AUSTIN, Texas, Nov. 9, 2016 /PRNewswire-USNewswire/ -- VDF FutureCeuticals, Inc. has adopted coffee fruit (Coffea arabica, Rubiaceae) through the American Botanical Council's (ABC's) Adopt-an-Herb program. This program provides support to ABC's HerbMedPro database, a comprehensive, interactive online tool that provides access to important scientific and clinical research data on the uses and health effects of more than 250 herbs.
Distinct from traditional coffee bean preparations, coffee fruit contains higher levels of phenolic acids and antioxidative compounds than other so-called "superfruits." Through FutureCeuticals' generous support, ABC ensures that new, up-to-date scientific publications related to coffee fruit are entered into the extensive HerbMedPro database in a timely manner.
"For many years, ABC has been a major thought leader and contributor to a higher road within the natural foods and dietary supplement industries," said John Hunter, FutureCeuticals' executive vice president. "We have long respected and admired Mark Blumenthal, whose groundbreaking crusades for better standards to test botanical identity and improved manufacturing practices are well known to us all. His campaigns against botanical adulteration have led to important industry changes. Naturally, when we were invited to participate in the Adopt-an-Herb program by sponsoring coffee fruit, we were very pleased."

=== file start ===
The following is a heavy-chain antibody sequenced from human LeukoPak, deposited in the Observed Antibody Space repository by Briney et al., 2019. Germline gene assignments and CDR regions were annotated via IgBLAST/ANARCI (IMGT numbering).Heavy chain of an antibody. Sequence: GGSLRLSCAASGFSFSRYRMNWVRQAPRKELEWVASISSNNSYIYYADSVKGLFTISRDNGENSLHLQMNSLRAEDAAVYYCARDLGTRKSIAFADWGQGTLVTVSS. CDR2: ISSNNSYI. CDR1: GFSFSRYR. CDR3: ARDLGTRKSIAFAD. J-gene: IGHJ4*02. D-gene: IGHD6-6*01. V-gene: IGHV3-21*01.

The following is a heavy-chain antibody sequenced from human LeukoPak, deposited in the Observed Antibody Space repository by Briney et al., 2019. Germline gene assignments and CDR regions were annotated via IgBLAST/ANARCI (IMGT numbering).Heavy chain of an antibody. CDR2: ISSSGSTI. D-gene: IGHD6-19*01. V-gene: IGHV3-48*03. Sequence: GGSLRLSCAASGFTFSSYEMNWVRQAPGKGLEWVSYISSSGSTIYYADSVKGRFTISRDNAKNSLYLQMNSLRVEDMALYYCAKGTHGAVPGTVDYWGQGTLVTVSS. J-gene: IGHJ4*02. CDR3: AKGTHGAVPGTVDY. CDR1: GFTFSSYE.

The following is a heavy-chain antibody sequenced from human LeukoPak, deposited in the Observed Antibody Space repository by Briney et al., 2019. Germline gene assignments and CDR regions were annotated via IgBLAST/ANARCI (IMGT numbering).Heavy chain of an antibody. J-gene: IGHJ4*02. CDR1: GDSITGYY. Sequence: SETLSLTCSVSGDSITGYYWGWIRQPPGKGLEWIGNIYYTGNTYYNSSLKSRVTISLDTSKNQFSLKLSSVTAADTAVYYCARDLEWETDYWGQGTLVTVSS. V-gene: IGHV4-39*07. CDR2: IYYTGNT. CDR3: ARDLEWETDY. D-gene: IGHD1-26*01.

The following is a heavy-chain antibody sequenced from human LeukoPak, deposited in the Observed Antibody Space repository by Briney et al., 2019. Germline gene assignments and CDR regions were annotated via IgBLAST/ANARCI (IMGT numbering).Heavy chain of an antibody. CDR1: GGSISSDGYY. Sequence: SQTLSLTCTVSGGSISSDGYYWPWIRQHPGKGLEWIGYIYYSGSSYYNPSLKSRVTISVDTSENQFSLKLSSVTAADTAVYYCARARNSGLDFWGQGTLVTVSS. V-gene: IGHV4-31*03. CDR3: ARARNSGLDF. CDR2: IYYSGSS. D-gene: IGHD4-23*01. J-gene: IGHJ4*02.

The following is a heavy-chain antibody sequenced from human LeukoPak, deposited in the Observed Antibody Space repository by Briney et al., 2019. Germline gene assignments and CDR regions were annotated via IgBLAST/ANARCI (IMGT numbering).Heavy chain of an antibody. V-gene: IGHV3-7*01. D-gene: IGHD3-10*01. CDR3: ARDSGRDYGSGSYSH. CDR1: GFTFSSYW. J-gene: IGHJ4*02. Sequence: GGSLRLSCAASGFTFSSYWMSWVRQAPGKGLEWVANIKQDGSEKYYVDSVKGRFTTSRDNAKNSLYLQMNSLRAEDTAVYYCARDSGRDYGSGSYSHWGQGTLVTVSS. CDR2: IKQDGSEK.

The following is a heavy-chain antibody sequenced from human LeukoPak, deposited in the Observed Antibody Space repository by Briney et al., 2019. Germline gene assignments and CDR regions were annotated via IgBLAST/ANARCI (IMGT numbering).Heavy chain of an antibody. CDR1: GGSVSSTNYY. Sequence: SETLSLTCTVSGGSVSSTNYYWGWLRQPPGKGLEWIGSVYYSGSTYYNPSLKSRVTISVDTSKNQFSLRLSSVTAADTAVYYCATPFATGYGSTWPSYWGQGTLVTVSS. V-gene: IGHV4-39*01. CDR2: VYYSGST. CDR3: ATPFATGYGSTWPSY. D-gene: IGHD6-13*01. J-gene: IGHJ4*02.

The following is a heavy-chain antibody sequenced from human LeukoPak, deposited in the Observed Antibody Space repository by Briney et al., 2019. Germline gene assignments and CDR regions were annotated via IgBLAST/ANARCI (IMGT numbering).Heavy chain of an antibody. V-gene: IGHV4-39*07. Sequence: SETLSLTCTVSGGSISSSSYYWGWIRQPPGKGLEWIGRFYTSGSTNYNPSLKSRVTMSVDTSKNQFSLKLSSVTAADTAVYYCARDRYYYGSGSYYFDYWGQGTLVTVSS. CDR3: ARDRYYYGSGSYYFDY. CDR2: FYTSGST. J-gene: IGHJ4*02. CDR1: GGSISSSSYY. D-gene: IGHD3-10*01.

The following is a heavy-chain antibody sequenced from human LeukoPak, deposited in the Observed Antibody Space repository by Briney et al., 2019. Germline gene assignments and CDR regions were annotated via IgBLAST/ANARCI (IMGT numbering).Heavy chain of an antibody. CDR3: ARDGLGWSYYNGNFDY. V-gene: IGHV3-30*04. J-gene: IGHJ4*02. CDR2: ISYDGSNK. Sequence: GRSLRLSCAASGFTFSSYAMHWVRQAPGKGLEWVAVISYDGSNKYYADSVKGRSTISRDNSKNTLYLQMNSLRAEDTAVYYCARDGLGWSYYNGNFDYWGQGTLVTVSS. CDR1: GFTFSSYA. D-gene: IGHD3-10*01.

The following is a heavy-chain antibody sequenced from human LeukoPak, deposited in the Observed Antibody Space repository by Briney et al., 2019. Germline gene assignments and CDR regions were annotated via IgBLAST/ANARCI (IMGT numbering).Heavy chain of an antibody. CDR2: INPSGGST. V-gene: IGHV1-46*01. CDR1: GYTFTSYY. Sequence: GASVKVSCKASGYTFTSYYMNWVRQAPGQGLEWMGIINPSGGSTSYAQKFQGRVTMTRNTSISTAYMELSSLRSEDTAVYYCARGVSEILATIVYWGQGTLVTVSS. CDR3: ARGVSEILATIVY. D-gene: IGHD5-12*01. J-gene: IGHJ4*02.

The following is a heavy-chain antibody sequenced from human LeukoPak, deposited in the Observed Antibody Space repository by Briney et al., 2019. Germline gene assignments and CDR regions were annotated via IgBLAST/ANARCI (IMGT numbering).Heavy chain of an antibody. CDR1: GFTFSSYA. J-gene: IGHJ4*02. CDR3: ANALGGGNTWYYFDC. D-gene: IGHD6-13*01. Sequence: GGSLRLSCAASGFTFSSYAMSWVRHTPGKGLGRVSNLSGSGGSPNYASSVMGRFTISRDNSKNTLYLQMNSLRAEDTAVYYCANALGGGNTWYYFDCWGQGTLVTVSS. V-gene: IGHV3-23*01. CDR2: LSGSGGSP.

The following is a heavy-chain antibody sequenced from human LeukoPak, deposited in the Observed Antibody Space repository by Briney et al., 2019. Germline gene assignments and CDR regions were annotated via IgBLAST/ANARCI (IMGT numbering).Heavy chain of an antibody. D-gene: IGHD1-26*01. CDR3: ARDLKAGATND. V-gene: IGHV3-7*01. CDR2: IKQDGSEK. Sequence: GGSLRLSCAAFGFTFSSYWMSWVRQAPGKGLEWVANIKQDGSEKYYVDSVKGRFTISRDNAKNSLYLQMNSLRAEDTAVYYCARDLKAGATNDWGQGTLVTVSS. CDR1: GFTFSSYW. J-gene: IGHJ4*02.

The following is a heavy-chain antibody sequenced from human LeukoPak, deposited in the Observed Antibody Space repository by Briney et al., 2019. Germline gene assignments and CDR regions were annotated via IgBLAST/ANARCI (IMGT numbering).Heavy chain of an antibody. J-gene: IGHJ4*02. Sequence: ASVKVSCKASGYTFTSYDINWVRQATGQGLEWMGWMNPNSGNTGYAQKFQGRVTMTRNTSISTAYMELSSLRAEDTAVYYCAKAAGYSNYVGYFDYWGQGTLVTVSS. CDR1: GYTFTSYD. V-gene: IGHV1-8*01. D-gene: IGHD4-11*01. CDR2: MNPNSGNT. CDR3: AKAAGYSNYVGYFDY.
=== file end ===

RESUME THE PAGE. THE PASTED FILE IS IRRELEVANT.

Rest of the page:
"ABC is deeply grateful to the folks at FutureCeuticals for adopting coffee fruit on ABC's HerbMedPro database," said Mark Blumenthal, ABC founder and executive director. "This adoption will allow ABC compilers and database editors to stay abreast with any and all recent scientific publications on coffee fruit, the abstracts for which are publicly accessible."
About Coffee Fruit
Coffee fruit, which is the fruit of the coffee tree,provides low levels of caffeine, high levels of phenolic compounds with antioxidant activity, and riboflavin. Coffee fruitrefers to the whole cherry, which includes the bean. Research on coffee fruit currently explores its antioxidant properties, effects on brain function, healthy antioxidant status, and effects on athletic performance. Preliminary clinical studies have shown that an extract of coffee fruit stimulates the production of Brain-Derived Neurotrophic Factor (BDNF), a neuroprotein known to be central to brain health. Additionally, a whole coffee fruit powder was shown to increase levels of Nrf2, a transcription factor known to regulate expression of antioxidant proteins that promote healthier aging and protect against oxidative damage.